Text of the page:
In the pursuit of AI-driven innovation, CEOs have a unique opportunity and responsibility to shape the future of work. However, the foundation must be created before it is too late. First, CEOs need to educate their leadership teams on the value of AI as a tool for innovation, so that the culture isn’t upended by fear. Then, executives need to support and campaign for AI initiatives that are inclusive. In these early days, they have the power to influence how AI systems are created. 

The path to workplace excellence lies in the hands of responsible leadership that recognizes the potential of AI while remaining steadfast in their commitment to a more inclusive and equitable future. Together, we must work to ensure that bias and discrimination have no place in the AI brain.

For more on AI and responsible implementation, join me at MetLife’s 5th annual Triangle Tech X (TTX) conference, a hybrid, free conference held in-person in New York; Cary, North Carolina; and Mexico City, as well as virtually on October 11-12, 2023. The theme is “The Humanity Imperative: Achieving STEM Equity in the AI Age.” I join local executives to discuss “AI & the Promise of a More Equitable Talent Pipeline” on 10/11 at 1 p.m. ET. Register here: link.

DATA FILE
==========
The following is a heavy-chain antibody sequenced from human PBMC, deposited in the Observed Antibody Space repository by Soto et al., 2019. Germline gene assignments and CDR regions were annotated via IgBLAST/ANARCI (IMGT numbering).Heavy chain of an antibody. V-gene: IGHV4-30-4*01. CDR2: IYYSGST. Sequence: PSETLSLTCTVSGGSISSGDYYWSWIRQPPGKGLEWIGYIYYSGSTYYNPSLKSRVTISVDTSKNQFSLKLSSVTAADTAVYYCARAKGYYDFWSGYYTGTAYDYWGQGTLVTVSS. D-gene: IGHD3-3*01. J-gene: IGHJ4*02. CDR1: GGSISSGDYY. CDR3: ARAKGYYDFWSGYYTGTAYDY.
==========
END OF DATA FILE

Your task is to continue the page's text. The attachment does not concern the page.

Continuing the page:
About the Author 

Donald Thompson, EY Entrepreneur Of The Year® 2023 Southeast Award winner, founded The Diversity Movement to change the world. As TDM CEO, he has guided work with hundreds of clients and through millions of data touch points. TDM’s global recognition centers on tying DEI initiatives to business objectives. Recognized by Inc., Fast Company and Forbes, Thompson is author of Underestimated: A CEO’s Unlikely Path to Success, hosts the podcast “High Octane Leadership in an Empathetic World” and has published widely on leadership and the executive mindset. As a leadership and executive coach, Thompson has created a culture-centric ethos for winning in the marketplace by balancing empathy and economics. 

Follow him on LinkedIn for updates on news, events and his podcast, or contact him at info@donaldthompson.com for executive coaching, speaking engagements or DEI-related content. To further explore DEI content and issues impacting your work and life, visit TDM Library, a multimedia resource hub that gives leaders a trusted source of DEI content.